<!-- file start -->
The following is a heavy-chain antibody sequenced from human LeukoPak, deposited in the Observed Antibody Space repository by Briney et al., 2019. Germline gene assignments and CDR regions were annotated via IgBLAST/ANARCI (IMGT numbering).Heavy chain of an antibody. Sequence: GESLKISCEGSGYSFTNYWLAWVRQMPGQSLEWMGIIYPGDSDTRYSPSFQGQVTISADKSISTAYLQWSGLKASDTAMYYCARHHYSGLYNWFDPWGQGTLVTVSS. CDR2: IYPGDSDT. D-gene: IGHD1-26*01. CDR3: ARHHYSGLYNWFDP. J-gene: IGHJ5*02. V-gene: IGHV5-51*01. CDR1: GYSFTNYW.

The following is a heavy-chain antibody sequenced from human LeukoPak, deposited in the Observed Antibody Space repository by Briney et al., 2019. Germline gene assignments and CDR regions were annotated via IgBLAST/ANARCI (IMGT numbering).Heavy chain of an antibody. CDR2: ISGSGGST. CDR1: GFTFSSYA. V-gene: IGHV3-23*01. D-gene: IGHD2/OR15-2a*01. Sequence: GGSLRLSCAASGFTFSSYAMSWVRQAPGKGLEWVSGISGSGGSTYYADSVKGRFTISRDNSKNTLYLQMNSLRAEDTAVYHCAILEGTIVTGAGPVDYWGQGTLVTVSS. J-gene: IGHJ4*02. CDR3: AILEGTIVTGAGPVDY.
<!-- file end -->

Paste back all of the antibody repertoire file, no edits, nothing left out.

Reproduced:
The following is a heavy-chain antibody sequenced from human LeukoPak, deposited in the Observed Antibody Space repository by Briney et al., 2019. Germline gene assignments and CDR regions were annotated via IgBLAST/ANARCI (IMGT numbering).Heavy chain of an antibody. Sequence: GESLKISCEGSGYSFTNYWLAWVRQMPGQSLEWMGIIYPGDSDTRYSPSFQGQVTISADKSISTAYLQWSGLKASDTAMYYCARHHYSGLYNWFDPWGQGTLVTVSS. CDR2: IYPGDSDT. D-gene: IGHD1-26*01. CDR3: ARHHYSGLYNWFDP. J-gene: IGHJ5*02. V-gene: IGHV5-51*01. CDR1: GYSFTNYW.

The following is a heavy-chain antibody sequenced from human LeukoPak, deposited in the Observed Antibody Space repository by Briney et al., 2019. Germline gene assignments and CDR regions were annotated via IgBLAST/ANARCI (IMGT numbering).Heavy chain of an antibody. CDR2: ISGSGGST. CDR1: GFTFSSYA. V-gene: IGHV3-23*01. D-gene: IGHD2/OR15-2a*01. Sequence: GGSLRLSCAASGFTFSSYAMSWVRQAPGKGLEWVSGISGSGGSTYYADSVKGRFTISRDNSKNTLYLQMNSLRAEDTAVYHCAILEGTIVTGAGPVDYWGQGTLVTVSS. J-gene: IGHJ4*02. CDR3: AILEGTIVTGAGPVDY.